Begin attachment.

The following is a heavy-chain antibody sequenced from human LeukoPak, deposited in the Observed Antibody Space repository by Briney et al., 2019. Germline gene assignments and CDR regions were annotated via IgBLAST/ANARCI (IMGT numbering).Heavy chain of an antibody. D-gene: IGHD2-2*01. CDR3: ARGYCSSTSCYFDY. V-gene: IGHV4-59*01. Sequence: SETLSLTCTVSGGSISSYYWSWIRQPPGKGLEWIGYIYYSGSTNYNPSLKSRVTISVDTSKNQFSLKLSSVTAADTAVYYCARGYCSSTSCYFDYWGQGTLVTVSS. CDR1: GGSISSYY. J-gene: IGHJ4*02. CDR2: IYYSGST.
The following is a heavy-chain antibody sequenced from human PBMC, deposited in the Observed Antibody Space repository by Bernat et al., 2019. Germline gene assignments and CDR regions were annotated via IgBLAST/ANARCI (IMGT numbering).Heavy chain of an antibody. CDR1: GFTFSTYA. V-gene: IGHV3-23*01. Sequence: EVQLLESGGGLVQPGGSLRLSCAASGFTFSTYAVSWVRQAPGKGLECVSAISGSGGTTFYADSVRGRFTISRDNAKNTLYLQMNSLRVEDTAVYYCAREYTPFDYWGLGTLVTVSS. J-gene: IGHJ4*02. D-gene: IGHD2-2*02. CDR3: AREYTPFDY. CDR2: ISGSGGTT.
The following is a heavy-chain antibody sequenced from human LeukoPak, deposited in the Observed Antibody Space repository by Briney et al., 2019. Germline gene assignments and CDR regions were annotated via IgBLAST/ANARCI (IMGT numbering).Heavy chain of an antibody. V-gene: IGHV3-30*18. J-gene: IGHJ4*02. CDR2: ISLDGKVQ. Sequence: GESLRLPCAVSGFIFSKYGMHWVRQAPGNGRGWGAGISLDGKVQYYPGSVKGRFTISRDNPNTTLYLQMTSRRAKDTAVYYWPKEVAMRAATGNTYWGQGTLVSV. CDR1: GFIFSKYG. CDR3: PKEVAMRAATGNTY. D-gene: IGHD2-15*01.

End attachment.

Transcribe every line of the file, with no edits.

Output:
The following is a heavy-chain antibody sequenced from human LeukoPak, deposited in the Observed Antibody Space repository by Briney et al., 2019. Germline gene assignments and CDR regions were annotated via IgBLAST/ANARCI (IMGT numbering).Heavy chain of an antibody. D-gene: IGHD2-2*01. CDR3: ARGYCSSTSCYFDY. V-gene: IGHV4-59*01. Sequence: SETLSLTCTVSGGSISSYYWSWIRQPPGKGLEWIGYIYYSGSTNYNPSLKSRVTISVDTSKNQFSLKLSSVTAADTAVYYCARGYCSSTSCYFDYWGQGTLVTVSS. CDR1: GGSISSYY. J-gene: IGHJ4*02. CDR2: IYYSGST.
The following is a heavy-chain antibody sequenced from human PBMC, deposited in the Observed Antibody Space repository by Bernat et al., 2019. Germline gene assignments and CDR regions were annotated via IgBLAST/ANARCI (IMGT numbering).Heavy chain of an antibody. CDR1: GFTFSTYA. V-gene: IGHV3-23*01. Sequence: EVQLLESGGGLVQPGGSLRLSCAASGFTFSTYAVSWVRQAPGKGLECVSAISGSGGTTFYADSVRGRFTISRDNAKNTLYLQMNSLRVEDTAVYYCAREYTPFDYWGLGTLVTVSS. J-gene: IGHJ4*02. D-gene: IGHD2-2*02. CDR3: AREYTPFDY. CDR2: ISGSGGTT.
The following is a heavy-chain antibody sequenced from human LeukoPak, deposited in the Observed Antibody Space repository by Briney et al., 2019. Germline gene assignments and CDR regions were annotated via IgBLAST/ANARCI (IMGT numbering).Heavy chain of an antibody. V-gene: IGHV3-30*18. J-gene: IGHJ4*02. CDR2: ISLDGKVQ. Sequence: GESLRLPCAVSGFIFSKYGMHWVRQAPGNGRGWGAGISLDGKVQYYPGSVKGRFTISRDNPNTTLYLQMTSRRAKDTAVYYWPKEVAMRAATGNTYWGQGTLVSV. CDR1: GFIFSKYG. CDR3: PKEVAMRAATGNTY. D-gene: IGHD2-15*01.